Jazz, film, and improvised culture.
Portrait of a Garden: Prune Hard with a Vengeance
You know the expression “like watching the
grass grow?” In this case, it is fennel and Japanese wine berry, but it is
still unfortunately apt. Admirers will call this Dutch doc meditative but the
rest of us philistines will quickly grow restive watching the owner of an old
restored fifteenth century “kitchen garden” and his master gardener
methodically prune what seems like every blessed branch on the 3.7 acres.
Presumably you have to be a dedicated gardener to appreciate the muted charms
of Rosie Stapel’s Portrait of a Garden (trailer here), which opens
today in New York at Film Forum.
Presumably Daan van der Have is going
alright for himself, because maintaining his sprawling garden is quite an
undertaking. Rather than flowers, he grows just about every consumable crop you
can imagine. Fortunately, he hired Jan Freriks, one of the few remaining master
gardeners fully versed in traditional techniques dating back to the gardens of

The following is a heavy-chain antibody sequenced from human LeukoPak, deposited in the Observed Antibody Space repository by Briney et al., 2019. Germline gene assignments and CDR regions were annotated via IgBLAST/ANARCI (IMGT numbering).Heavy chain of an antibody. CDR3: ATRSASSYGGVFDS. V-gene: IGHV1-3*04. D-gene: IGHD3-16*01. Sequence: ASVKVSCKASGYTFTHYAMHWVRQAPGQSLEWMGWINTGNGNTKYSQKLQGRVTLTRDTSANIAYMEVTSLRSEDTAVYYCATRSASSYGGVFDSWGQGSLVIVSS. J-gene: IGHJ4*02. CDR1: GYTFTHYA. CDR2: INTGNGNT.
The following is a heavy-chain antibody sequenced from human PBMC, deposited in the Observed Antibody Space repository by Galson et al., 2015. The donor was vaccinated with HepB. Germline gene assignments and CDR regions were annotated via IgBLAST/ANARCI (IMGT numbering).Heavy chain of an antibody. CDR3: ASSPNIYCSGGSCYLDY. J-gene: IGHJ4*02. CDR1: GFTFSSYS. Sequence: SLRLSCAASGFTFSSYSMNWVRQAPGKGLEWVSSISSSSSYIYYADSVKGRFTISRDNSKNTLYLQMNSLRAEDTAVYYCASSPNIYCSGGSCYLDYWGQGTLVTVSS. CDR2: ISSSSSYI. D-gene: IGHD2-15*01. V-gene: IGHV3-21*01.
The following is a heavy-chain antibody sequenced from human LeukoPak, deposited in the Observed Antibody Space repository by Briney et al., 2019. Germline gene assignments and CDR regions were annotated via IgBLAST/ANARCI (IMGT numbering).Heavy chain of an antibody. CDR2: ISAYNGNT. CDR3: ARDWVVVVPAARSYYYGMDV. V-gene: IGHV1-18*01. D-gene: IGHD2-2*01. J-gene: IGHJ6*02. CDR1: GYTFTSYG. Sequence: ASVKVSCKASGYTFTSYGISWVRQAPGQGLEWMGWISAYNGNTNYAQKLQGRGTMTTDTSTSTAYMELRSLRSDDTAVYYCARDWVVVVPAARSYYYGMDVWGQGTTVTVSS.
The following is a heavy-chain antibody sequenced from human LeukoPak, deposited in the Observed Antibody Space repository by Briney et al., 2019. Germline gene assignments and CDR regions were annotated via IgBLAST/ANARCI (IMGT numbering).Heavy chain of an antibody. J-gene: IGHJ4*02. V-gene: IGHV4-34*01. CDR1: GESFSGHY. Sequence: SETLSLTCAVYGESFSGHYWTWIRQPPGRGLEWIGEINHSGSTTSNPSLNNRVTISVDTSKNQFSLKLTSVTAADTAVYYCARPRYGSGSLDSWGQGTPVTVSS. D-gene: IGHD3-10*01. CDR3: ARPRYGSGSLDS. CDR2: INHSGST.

Louis XIV, the Sun King. (No, he wasn’t there when they were first developed.
Don’t be mean.) Together, they prune like nobody’s business and occasionally
they discuss the weather or maybe pruning.
You could definitely call Portrait an observational documentary,
but there really is not a lot to observe. We have been down this road many
times with documentaries that quietly watch artists and craftsmen at work, but
they usually give us more to engage with. For instance, photography publisher
Gerhard Steidl emerges as a surprising passionate and rather witty figure in How to Make a Book with Steidl and Gottfried
Helnwein has plenty to say about art and history in Lisa Kirk Colburn’s doc,
but with Portrait, you’re largely on
There are maybe some lessons to be learned
about sustainable, locally grown produce or maybe just the value of working the
soil and investing a little sweat equity in your property, but under Stapel’s
approach, all take-aways will have to be absorbed through osmosis. A little context
would definitely be helpful, especially with respect to who van der Have is and
just how he can afford to put so much time and money into his garden.
Just so everyone understands, there is a
lot of pruning in this film. Seriously, a lot. Maybe that works for you, maybe
it doesn’t, but either way viewers should be forewarned. As cinema, it is just
too slight and sparsely vegetated to recommend. For those who find PBS’s Victory Garden too fast-paced and hectic,
Portrait of a Garden opens today
(10/26) in New York, at Film Forum.
Labels: Documentary, Dutch cinema